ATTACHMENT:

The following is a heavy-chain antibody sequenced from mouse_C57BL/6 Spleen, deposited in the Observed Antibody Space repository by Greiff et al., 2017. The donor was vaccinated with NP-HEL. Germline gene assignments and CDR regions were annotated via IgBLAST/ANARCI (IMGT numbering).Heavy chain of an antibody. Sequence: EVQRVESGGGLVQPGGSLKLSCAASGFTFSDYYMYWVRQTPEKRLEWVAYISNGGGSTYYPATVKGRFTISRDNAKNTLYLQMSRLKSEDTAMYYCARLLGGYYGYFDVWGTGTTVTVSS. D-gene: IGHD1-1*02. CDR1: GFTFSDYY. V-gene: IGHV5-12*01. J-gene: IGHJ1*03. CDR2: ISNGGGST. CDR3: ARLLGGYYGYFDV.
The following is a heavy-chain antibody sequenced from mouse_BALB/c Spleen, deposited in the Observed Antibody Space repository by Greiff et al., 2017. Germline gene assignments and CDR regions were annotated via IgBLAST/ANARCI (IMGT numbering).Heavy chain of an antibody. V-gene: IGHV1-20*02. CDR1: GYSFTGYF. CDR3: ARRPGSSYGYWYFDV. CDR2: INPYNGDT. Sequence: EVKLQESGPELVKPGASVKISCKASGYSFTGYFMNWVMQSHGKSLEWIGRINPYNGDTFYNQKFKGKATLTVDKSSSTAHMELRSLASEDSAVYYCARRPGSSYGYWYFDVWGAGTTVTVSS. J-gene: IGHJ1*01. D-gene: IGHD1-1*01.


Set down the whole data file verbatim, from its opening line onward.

The following is a heavy-chain antibody sequenced from mouse_C57BL/6 Spleen, deposited in the Observed Antibody Space repository by Greiff et al., 2017. The donor was vaccinated with NP-HEL. Germline gene assignments and CDR regions were annotated via IgBLAST/ANARCI (IMGT numbering).Heavy chain of an antibody. Sequence: EVQRVESGGGLVQPGGSLKLSCAASGFTFSDYYMYWVRQTPEKRLEWVAYISNGGGSTYYPATVKGRFTISRDNAKNTLYLQMSRLKSEDTAMYYCARLLGGYYGYFDVWGTGTTVTVSS. D-gene: IGHD1-1*02. CDR1: GFTFSDYY. V-gene: IGHV5-12*01. J-gene: IGHJ1*03. CDR2: ISNGGGST. CDR3: ARLLGGYYGYFDV.
The following is a heavy-chain antibody sequenced from mouse_BALB/c Spleen, deposited in the Observed Antibody Space repository by Greiff et al., 2017. Germline gene assignments and CDR regions were annotated via IgBLAST/ANARCI (IMGT numbering).Heavy chain of an antibody. V-gene: IGHV1-20*02. CDR1: GYSFTGYF. CDR3: ARRPGSSYGYWYFDV. CDR2: INPYNGDT. Sequence: EVKLQESGPELVKPGASVKISCKASGYSFTGYFMNWVMQSHGKSLEWIGRINPYNGDTFYNQKFKGKATLTVDKSSSTAHMELRSLASEDSAVYYCARRPGSSYGYWYFDVWGAGTTVTVSS. J-gene: IGHJ1*01. D-gene: IGHD1-1*01.